An overview of what’s happening
On January 3, 2021, a 19th magnitude speck was discovered by G Senior research specialist Greg Leonard at Mt. Lemmon Observatory found a faint speck. The 19th magnitude speck was an incoming comet, now called Comet C/2021 A1 (or simply comet Leonard). At its discovery, comet Leonard was about 750 million km away from us.
In the first week of December, its brightness increased to an apparent magnitude of +6.3. Apparent magnitude is a scale used by astronomers to describe a celestial object’s brightness. The smaller the number, the brighter the object. Unaided human eyes can see up to a magnitude of +6 under perfectly dark skies. Hence, comet Leonard was an excellent binocular/telescope object in the pre-dawn sky. On December 12, the comet made its closest approach to the Earth as it passed within 34.9 million km of the planet.
After that, comet Leonard flipped from a morning object to an evening one. It is approaching the Sun and will reach its perihelion (closest to the Sun) on January 3, 2022, exactly a year after its discovery. The comet will then continue its hyperbolic trajectory and exit the solar system, never to return.
Last chance to see comet Leonard
In 2020, we got to see the ‘Christmas Star’ as Jupiter and Saturn paired up in the southwest at dusk during the Great Conjunction. This year, we have a ‘Christmas Comet’ in the same region of the sky around the same time of the day.
Comet Leonard will appear in the southwest at dusk throughout the year but look for it sooner rather than later as it will become dimmer and dimmer heading into the final days of this month.
December 18 is an exciting day to see the comet as it will be pretty close to Venus, as shown above. Venus is the brightest speck of light in the dusk sky in the southwest direction, followed by Jupiter. If you have access to crystal-clear horizons and dark skies away from city lights, you might be able to see the comet with naked eyes. Otherwise, a small pair of binoculars (7×35 or 10×50) or a small telescope (60 mm) would be great. The best viewing time would be 45-60 minutes after the Sunset. These space apps can provide you with the comet’s exact location according to your place.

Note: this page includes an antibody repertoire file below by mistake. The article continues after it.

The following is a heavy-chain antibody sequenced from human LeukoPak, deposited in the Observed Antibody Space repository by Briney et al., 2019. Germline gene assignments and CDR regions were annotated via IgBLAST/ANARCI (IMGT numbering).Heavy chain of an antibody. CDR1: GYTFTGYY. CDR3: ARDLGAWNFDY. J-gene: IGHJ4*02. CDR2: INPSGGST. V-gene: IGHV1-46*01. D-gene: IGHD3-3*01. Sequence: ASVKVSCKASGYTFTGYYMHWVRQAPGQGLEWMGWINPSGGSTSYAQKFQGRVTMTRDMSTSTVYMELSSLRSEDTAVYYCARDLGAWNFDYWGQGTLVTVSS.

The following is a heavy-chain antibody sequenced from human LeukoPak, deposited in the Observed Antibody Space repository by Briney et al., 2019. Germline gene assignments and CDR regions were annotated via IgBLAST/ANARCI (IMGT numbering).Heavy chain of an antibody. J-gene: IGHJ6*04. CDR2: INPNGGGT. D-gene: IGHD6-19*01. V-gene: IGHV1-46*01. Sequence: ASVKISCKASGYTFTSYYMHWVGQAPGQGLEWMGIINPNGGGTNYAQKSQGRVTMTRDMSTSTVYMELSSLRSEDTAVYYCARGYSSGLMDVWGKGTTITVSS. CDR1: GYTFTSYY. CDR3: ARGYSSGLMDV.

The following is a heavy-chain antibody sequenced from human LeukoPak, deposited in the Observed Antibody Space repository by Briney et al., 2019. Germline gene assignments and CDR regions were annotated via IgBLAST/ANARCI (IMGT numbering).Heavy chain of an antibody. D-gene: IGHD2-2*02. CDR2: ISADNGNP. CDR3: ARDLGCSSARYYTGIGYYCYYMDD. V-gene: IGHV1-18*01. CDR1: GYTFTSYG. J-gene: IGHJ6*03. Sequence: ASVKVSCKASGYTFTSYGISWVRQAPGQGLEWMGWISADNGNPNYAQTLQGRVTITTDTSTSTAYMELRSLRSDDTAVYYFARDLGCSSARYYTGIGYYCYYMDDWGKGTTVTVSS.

Brightness of C/2021 A1 (Leonard) from today's image of Igor Chilingarian: m1=2.6 ± 0.3 V; the comet is much brighter than expected.— Artyom Novichonok (@illvmvm) December 15, 2021
Very possible, outburst has occured and we see small, quite condensed round coma of "young" dust enhanced forward-scattering effect. pic.twitter.com/RRCUdNS5qW
Some sky-gazers are reporting that the comet’s brightness is rapidly increasing which means, it might decorate the evening skies this week. However, A1 Leonard will not be as prominent as comet NEOWISE seen last year.
Comet Leonard photos
Astronomy Calendar 2022
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